Shooting the Tube

There is a huge difference between a dull photograph of Yosemite Valley and an Ansel Adams photo. Adams didn't photograph Yosemite Valley, he shot the weather in the valley.

Left: Carleton Watkins, Right: Ansel Adams

In the same way, there is a lot of bad surfing photography. It's the same shot over and over, someone tube-riding shot from below. LeRoy Grannis' photos, however, are good, really good, surfing photos. They are not the same shot over and over. Beside the obvious issues of lighting, composition, color, and content, Grannis' images work because they are not photos of surfing. He photographs the people surfing. The images are about culture and community. They objectively depict the surf community in the 1960s and 70s. This separates the work from traditional sports photography. The action is the backdrop to the individuals in the frame.

They also work because everyone is super groovy, even the elderly spectators with bitchin' sunglasses.

The Dead Parents Years

For some odd reason that I have yet to understand, being a parent on television in the 1960s was life threatening. Perhaps it was a generation gap rejection of a paternal society, or a way to save money on actors, but there were a whole lot o’ dead parents on-air. Family Affair, which sounds suspicious at best, was about two incredibly sedated orphaned children. They lived with their “uncle” and his “butler” in a New York high-rise. I don’t know what happened to the parents, but the kids seemed well adjusted to their death, or didn’t care. And what’s with Mr. French, the butler?

The Courtship of Eddie’s Father was about Eddie’s life after his mother died, his dad, and their “house-keeper” Mrs. Livingston. That Mrs. Livingston seemed very submissive to Eddie’s father, if you catch my drift. My Three Sons was about three sons, Fred MacMurray and their “housekeeper” “uncle” Charlie. Their mother also was dead.  Once again, nobody ever mentioned her or was upset. It was like a Stephen King novel where everyone is keeping a dark secret.

Another example from a slightly earlier time is Bachelor Father. John Forsythe is niece Kelly’s uncle. After her parents are killed, she goes to live with her "uncle" and his “houseboy”, Peter. John Forsythe tries to keep Kelly out of trouble at Beverly Hills High.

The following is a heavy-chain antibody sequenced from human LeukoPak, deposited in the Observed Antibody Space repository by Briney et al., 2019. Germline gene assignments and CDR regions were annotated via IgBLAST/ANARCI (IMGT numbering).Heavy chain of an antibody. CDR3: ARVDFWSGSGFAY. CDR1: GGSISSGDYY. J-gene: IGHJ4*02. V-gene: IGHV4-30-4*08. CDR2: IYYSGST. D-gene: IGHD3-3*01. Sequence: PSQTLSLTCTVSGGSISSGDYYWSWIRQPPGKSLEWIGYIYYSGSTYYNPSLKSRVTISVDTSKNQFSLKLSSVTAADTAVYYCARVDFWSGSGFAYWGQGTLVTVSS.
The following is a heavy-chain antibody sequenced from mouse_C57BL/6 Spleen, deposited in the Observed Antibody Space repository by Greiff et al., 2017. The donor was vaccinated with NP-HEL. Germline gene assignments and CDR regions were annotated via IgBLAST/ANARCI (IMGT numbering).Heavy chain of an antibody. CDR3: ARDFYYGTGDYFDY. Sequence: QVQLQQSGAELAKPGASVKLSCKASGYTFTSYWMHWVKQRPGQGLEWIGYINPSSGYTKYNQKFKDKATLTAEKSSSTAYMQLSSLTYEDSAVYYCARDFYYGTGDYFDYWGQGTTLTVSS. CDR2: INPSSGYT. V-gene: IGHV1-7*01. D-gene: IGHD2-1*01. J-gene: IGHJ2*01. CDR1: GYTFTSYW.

In the end, there are a lot of dead parents, children who don’t care, and suspicious household “help.” Either the kids are complicit in the deaths, or they are cold and heartless. And the household help is there for “other” reasons that cannot be shown on-air.


It's Not Easy Being Avocado Green

Once again, I was driven to drink by an HGTV home improvement show. Rather than naming these shows Color Splash or Spice Up My Kitchen, they should be named more honestly. I’m thinking, “Search and Destroy Historic Value”, or “Incredible Vintage Tile Replaced: A Spa Bathroom Cheap.” Why would anyone look at a beautiful bathroom with turquoise tile and fixtures that would stand after thermonuclear war and think, “If I could only rip that out and replace it with some bamboo paneling?” On a show last weekend a new homeowner decided her avocado green bathroom was dated. Uh, yeah, that’s what makes it good. So they ruined it. Why? Why? I kept asking as they tore into the tile, “Boy this tile sure is set in here. It’ll take days to take this bathroom apart.” Of course this is God’s way of telling you to stop.

I understand that avocado green is difficult for some. I’ve found that there are two ways to make some one turn beat red with anger in a presentation. First, urinate in the corner and say, “That’s how you treat my work.” Secondly, use avocado green. People really get mad when they see it. Personally, I love it. It’s important to differentiate avocado green from hunter green. Hunter green has more blue, and avocado (or cactus) green has more yellow.